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Samsung admits Galaxy Tab display issues with Android apps
- — 22 September, 2010 03:28
Samsung acknowledged today that some Android Market apps on the upcoming Samsung Galaxy Tab will run at a smaller resolution than the 7-in. screen allows.
"If you download Android Market apps to the Galaxy Tab, you will find that many of those applications are fully scalable," a Samsung spokeswoman said via e-mail in response to an inquiry from Computerworld. "Those applications that are not scalable are framed in the display at 800-by-400 [pixel] resolution." The full 7-in. screen offers a larger 1024-by-600 pixel resolution.
The problem appears to be limited to apps downloaded from the Android Market. The spokeswoman said that Samsung did work with Google on the Galaxy Tab to make certain that Google's "entire suite of mobile services, including Google Maps, are fully scalable to fit the Galaxy Tab's 7-in. screen at 1024-by-600 resolution."
The extent of the problem is still unknown because the U.S. version of the Galaxy Tab, to be sold by all four major U.S. wireless carriers, is not final.
"It has not been exactly determined how many of the Android Market apps will be fully scalable/non-scalable," the spokeswoman said. "What Samsung is focusing on is bringing all of its own proprietary services and apps such as Social Hub, calendar, e-mail, etc., as fully scalable, along with Google mobile services like Google Maps, Gmail, etc. What we do know now is that many of the Android Market apps will be scalable, but it is just too early to put an exact number of percentage."
The problem with sub-optimal screen resolution was anticipated by Google's director of mobile products, Hugo Barra, in a recent interview with TechRadar. Barra said Android 2.2, or Froyo, is not designed for the larger tablet form factor and was intended for smaller screens of perhaps 4 inches or less used on smartphones and other smaller devices.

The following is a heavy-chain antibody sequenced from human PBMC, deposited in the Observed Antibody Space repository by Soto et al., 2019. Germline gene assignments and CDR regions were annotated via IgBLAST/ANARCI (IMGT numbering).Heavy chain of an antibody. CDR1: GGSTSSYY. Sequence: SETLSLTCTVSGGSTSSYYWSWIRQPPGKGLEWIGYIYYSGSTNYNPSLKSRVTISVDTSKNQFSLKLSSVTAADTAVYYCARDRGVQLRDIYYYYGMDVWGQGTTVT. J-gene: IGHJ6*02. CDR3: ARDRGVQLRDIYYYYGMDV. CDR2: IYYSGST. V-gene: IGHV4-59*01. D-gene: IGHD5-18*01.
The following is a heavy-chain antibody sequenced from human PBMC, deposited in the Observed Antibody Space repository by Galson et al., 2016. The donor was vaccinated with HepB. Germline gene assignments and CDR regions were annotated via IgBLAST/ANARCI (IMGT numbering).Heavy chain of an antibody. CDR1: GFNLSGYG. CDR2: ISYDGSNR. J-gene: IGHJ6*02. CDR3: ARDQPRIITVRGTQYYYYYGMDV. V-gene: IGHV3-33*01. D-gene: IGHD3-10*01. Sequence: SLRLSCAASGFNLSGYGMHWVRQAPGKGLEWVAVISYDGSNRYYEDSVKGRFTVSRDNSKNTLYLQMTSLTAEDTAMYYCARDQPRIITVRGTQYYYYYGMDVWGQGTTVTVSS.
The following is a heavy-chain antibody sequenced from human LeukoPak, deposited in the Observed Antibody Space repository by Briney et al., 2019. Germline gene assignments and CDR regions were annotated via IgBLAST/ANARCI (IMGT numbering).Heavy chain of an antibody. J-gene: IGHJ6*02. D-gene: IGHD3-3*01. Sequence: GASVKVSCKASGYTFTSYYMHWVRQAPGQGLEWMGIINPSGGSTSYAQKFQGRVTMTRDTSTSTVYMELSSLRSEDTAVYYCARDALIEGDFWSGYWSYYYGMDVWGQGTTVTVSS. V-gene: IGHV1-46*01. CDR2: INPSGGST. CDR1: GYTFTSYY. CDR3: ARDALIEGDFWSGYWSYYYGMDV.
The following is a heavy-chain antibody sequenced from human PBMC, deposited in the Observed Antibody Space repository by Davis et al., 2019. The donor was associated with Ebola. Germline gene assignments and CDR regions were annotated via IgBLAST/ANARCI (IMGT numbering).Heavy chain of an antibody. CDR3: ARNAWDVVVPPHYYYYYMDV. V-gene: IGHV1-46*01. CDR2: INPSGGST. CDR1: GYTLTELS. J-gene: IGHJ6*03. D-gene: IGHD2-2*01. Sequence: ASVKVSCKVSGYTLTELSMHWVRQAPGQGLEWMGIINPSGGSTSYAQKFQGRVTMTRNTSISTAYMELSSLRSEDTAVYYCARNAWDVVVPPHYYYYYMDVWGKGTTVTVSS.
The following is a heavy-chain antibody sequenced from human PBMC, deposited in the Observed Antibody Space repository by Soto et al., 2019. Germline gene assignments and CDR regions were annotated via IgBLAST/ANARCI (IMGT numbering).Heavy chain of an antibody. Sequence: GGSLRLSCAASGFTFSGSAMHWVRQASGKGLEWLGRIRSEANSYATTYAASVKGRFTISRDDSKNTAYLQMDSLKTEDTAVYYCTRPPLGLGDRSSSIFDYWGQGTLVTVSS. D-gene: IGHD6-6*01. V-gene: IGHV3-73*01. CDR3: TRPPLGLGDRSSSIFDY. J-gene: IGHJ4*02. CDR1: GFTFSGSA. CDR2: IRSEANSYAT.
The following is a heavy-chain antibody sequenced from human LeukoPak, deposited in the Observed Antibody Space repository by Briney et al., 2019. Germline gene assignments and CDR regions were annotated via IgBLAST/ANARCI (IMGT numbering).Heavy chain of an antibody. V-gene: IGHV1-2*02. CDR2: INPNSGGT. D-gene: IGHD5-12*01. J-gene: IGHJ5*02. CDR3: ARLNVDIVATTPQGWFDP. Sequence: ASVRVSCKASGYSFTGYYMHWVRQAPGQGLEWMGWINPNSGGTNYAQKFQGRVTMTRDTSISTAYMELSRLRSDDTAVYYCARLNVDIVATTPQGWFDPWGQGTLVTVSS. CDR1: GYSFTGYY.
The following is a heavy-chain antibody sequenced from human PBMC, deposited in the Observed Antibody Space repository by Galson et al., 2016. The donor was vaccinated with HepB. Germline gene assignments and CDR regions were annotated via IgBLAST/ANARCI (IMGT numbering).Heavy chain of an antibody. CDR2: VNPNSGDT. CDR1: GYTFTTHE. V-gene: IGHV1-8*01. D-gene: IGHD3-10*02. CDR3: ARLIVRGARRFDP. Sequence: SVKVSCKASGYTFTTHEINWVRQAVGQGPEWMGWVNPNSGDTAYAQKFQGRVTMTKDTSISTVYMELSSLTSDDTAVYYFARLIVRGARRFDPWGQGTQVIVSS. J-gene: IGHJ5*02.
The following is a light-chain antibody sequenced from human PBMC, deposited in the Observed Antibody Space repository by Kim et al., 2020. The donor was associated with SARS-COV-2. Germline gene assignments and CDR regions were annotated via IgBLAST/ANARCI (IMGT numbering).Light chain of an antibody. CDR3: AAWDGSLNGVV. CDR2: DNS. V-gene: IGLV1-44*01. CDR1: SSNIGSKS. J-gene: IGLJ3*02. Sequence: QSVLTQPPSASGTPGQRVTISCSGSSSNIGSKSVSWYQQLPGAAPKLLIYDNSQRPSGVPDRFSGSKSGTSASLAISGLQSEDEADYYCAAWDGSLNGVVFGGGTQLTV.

Some industry analysts, including Rob Enderle of Enderle Group, said the use of Froyo on tablets might result in applications, including games, that appear a "little ugly." Stretching an application to a larger screen can result in out-of-focus images and jagged edges or pixelation, he said.
The problem does not appear to affect applications native to the device or Web browsing or playing of videos.
The issue has raised a dilemma for third-party developers who make applications for the Android Market. Some have suggested the use of scripts for applications intended for smartphones that would run the apps on Froyo-based tablets at a smaller size than the full screen allows.
Samsung appears to be saying it will run some apps smaller on the 7-in. screen automatically, without third-party developer intervention. Some tablets, including the iPad, run applications intended for the iPhone at a smaller size, although those apps can be blown up to full-screen width on Apple's tablet. Doing so causes some elements to appear pixelated, however.
The concern over resolution issues extends beyond the Galaxy Tab. On Monday, HP admitted that its new Android tablet, a companion to its PhotoSmart eStation printer, isn't suitable for applications found in the Android Market. Jeff Walter, a marketing manager of inkjet and Web solutions, said the device has a 7-in. display and that "most Android apps are not designed for 7-in. displays."
Walter's comments, those of Samsung, and even those of Google's Barra were contradicted by a Google official on Friday who asked not be identified and who said Android is optimized for all sizes of devices and that Barra had been quoted out of context. Officials at Google have not responded to repeated requests for further clarification.